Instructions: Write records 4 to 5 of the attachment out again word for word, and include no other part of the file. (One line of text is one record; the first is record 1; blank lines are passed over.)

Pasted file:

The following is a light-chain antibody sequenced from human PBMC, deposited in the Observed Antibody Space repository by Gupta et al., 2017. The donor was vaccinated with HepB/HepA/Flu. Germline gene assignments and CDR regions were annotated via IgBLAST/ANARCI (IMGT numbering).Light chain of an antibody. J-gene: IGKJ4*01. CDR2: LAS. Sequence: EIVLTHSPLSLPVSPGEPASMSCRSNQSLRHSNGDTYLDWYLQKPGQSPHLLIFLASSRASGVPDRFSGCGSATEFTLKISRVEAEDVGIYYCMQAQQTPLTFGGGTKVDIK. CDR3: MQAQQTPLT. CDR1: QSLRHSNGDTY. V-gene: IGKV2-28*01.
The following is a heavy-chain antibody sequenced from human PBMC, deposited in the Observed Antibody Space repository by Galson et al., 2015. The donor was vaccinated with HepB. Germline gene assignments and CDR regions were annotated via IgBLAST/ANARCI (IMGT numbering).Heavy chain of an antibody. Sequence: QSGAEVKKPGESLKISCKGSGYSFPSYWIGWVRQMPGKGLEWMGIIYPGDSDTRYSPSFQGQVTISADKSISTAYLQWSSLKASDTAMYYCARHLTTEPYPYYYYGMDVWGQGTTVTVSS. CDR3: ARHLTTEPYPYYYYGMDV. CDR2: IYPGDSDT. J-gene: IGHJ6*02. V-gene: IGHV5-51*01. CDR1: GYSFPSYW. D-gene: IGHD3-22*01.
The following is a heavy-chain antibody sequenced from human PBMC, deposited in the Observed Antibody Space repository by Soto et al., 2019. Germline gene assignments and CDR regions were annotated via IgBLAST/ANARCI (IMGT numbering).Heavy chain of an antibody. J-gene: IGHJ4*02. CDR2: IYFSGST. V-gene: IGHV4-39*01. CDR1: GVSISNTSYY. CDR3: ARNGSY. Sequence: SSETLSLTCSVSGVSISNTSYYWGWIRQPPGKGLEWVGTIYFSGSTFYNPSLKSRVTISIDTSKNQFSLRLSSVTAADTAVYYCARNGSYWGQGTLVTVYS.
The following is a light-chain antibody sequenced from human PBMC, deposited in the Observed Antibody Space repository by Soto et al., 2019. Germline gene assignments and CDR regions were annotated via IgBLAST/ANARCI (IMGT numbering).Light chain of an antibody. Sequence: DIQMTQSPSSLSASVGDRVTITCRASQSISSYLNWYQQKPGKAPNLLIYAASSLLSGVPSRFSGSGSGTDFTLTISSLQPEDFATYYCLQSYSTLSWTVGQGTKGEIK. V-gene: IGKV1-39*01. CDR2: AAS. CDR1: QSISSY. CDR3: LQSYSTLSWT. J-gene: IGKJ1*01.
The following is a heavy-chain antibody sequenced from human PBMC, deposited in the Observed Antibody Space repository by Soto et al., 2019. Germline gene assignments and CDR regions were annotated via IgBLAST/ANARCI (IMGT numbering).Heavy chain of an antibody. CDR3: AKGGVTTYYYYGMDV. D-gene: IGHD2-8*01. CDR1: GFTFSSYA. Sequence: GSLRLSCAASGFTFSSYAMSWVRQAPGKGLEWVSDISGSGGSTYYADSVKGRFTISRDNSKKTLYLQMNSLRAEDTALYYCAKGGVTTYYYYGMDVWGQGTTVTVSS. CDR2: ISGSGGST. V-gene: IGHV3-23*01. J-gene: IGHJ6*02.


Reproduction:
The following is a light-chain antibody sequenced from human PBMC, deposited in the Observed Antibody Space repository by Soto et al., 2019. Germline gene assignments and CDR regions were annotated via IgBLAST/ANARCI (IMGT numbering).Light chain of an antibody. Sequence: DIQMTQSPSSLSASVGDRVTITCRASQSISSYLNWYQQKPGKAPNLLIYAASSLLSGVPSRFSGSGSGTDFTLTISSLQPEDFATYYCLQSYSTLSWTVGQGTKGEIK. V-gene: IGKV1-39*01. CDR2: AAS. CDR1: QSISSY. CDR3: LQSYSTLSWT. J-gene: IGKJ1*01.
The following is a heavy-chain antibody sequenced from human PBMC, deposited in the Observed Antibody Space repository by Soto et al., 2019. Germline gene assignments and CDR regions were annotated via IgBLAST/ANARCI (IMGT numbering).Heavy chain of an antibody. CDR3: AKGGVTTYYYYGMDV. D-gene: IGHD2-8*01. CDR1: GFTFSSYA. Sequence: GSLRLSCAASGFTFSSYAMSWVRQAPGKGLEWVSDISGSGGSTYYADSVKGRFTISRDNSKKTLYLQMNSLRAEDTALYYCAKGGVTTYYYYGMDVWGQGTTVTVSS. CDR2: ISGSGGST. V-gene: IGHV3-23*01. J-gene: IGHJ6*02.